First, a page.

How Does a Rifle Scope Work?
By GDC Staff
At the root of it, a rifle scope serves one major purpose: magnification of the target for more accurate shooting. Similar to looking through binoculars, a riflescope makes the target – be that paper or a game animal – appear larger, clearer and in greater detail than seen with the naked eye. This magnification allows shooters to place a shot with a much greater degree of accuracy, especially at extended ranges. Rifle scopes are especially popular for serious target shooters and big game hunters.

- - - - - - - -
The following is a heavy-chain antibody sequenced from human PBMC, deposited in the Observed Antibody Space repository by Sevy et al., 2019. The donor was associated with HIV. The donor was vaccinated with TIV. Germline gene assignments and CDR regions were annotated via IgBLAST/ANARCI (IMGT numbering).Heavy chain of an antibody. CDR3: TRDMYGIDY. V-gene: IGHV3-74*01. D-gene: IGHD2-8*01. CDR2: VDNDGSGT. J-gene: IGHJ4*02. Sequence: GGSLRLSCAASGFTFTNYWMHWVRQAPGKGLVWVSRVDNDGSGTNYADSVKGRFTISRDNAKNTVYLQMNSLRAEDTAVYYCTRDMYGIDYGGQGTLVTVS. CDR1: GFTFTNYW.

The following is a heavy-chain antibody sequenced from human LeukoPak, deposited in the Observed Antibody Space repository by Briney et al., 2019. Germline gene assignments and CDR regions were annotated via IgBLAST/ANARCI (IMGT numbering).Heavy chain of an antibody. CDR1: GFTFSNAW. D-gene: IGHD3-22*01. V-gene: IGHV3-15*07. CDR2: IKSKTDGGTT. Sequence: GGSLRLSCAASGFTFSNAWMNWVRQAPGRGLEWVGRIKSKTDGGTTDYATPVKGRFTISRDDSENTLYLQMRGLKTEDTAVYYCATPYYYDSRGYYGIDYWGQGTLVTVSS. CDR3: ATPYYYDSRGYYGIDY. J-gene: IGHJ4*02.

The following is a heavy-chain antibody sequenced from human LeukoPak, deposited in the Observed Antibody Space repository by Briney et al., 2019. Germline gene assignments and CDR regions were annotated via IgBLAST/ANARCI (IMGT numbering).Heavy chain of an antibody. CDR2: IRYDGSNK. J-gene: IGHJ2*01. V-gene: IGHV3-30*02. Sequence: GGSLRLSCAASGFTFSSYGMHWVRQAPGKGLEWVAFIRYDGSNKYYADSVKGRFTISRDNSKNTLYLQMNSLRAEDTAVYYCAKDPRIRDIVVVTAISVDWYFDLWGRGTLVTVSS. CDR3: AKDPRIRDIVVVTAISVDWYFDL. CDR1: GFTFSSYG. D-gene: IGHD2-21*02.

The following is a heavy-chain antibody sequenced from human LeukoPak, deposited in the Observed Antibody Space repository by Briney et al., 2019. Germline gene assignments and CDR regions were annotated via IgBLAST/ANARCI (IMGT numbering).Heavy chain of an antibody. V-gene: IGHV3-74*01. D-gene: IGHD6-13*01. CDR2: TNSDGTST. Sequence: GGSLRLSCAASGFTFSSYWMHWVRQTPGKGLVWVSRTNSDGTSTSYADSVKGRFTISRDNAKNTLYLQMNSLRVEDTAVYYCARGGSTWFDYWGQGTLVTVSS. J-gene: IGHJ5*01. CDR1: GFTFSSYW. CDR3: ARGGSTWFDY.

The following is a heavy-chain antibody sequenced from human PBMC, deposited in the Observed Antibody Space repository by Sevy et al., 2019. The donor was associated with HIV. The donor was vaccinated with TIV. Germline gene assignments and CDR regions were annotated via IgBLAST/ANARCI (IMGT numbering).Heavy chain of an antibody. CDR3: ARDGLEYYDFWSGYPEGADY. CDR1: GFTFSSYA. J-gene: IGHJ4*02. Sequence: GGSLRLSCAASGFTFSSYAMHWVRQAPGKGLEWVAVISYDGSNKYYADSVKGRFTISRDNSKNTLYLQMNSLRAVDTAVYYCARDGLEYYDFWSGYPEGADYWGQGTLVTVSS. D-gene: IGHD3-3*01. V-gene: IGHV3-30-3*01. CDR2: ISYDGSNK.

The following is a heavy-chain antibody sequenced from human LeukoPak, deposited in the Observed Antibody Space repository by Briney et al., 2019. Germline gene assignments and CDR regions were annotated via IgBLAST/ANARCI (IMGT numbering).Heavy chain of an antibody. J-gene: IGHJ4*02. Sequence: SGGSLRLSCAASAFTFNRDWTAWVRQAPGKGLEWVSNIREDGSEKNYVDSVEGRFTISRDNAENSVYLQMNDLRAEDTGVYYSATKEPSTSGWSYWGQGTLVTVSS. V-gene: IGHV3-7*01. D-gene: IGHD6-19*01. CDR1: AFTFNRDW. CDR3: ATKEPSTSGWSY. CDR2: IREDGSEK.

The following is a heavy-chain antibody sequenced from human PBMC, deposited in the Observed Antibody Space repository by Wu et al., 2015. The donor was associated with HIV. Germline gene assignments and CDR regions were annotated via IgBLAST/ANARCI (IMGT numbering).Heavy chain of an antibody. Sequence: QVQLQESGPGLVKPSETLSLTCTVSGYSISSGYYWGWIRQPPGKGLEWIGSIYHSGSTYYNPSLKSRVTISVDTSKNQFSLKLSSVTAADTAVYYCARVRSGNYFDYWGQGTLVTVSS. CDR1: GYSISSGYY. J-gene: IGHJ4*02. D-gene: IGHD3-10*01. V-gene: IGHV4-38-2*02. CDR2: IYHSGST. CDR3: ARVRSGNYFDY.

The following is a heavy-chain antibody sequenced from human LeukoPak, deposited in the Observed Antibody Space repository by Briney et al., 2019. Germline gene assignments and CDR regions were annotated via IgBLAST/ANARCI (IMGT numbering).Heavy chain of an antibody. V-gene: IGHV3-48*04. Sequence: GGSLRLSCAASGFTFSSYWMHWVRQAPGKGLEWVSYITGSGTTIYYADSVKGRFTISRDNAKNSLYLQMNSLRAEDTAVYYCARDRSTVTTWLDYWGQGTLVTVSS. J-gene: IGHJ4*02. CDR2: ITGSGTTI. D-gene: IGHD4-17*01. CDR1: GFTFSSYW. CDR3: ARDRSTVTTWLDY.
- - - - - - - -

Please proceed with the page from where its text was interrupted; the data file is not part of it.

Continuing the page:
To oversimplify things, riflescopes work very much like telescopes with light passing through a series of lenses. Generally speaking, the more expensive the scope, the higher quality the components used to build it, and ultimately, the clearer and better the optic will be. Unlike a telescope, however, riflescopes have a reticle, also sometimes called crosshairs. That reticle, which is traditionally a “plus” shape superimposed over the target, is essentially the aiming point on the target when the shooter pulls the trigger. Riflescopes are mounted on the rifle using available mounts to fit the particular rifle or handgun, and then adjusted – or zeroed – to shoot at the chosen distance, most commonly 100 yards.
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